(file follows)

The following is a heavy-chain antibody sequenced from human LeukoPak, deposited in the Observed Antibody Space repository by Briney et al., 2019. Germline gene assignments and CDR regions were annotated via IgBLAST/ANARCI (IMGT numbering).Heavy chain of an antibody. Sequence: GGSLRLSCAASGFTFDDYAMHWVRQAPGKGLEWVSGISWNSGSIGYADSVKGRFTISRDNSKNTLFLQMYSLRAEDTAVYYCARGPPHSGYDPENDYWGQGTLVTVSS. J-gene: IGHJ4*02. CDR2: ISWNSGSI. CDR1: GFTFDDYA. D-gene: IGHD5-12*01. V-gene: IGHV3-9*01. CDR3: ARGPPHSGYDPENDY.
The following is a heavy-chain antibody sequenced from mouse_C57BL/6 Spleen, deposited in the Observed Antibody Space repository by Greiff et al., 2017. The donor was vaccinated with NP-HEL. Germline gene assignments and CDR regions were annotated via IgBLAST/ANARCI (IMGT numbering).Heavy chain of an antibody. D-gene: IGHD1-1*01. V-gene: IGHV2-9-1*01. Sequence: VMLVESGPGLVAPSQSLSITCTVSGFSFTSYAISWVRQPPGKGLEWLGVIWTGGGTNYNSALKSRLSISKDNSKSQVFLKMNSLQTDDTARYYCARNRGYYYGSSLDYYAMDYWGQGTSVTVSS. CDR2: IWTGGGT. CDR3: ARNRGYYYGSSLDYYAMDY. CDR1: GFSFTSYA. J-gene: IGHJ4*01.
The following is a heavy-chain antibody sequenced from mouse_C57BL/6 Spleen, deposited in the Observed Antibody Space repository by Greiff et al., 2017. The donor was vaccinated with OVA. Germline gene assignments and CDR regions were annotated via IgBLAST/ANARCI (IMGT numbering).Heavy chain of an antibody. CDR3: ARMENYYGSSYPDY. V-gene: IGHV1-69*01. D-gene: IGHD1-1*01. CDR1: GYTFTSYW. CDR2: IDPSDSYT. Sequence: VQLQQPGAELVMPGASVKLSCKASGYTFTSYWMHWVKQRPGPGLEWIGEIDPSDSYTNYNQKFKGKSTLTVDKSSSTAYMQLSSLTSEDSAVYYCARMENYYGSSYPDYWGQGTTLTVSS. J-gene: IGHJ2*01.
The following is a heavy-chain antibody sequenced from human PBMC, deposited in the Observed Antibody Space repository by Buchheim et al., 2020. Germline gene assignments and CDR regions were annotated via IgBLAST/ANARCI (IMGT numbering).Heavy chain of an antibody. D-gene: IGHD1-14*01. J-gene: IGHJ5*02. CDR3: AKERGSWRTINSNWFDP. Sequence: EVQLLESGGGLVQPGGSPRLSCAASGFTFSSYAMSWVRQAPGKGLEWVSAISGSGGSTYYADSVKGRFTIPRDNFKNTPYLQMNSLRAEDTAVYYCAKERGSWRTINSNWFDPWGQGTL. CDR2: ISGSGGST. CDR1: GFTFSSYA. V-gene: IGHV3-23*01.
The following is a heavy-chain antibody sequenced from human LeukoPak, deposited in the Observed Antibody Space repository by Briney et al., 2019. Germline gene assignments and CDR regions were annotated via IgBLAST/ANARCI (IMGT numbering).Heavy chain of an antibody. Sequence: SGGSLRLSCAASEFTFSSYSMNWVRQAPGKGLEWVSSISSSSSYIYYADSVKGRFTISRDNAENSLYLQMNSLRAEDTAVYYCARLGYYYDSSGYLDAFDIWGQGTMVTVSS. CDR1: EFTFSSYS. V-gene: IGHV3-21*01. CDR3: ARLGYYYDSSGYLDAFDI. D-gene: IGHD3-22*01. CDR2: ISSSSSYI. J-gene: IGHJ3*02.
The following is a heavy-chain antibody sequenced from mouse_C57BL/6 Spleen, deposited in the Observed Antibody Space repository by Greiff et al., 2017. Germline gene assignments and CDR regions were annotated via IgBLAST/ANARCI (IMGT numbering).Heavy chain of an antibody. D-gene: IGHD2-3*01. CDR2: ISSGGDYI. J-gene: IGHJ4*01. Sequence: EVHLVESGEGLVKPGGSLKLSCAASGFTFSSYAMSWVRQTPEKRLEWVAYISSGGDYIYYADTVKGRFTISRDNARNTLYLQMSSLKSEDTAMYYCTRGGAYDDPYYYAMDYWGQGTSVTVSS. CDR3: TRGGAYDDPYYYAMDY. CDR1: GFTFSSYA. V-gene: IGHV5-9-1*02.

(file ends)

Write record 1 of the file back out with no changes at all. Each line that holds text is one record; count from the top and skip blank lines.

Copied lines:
The following is a heavy-chain antibody sequenced from human LeukoPak, deposited in the Observed Antibody Space repository by Briney et al., 2019. Germline gene assignments and CDR regions were annotated via IgBLAST/ANARCI (IMGT numbering).Heavy chain of an antibody. Sequence: GGSLRLSCAASGFTFDDYAMHWVRQAPGKGLEWVSGISWNSGSIGYADSVKGRFTISRDNSKNTLFLQMYSLRAEDTAVYYCARGPPHSGYDPENDYWGQGTLVTVSS. J-gene: IGHJ4*02. CDR2: ISWNSGSI. CDR1: GFTFDDYA. D-gene: IGHD5-12*01. V-gene: IGHV3-9*01. CDR3: ARGPPHSGYDPENDY.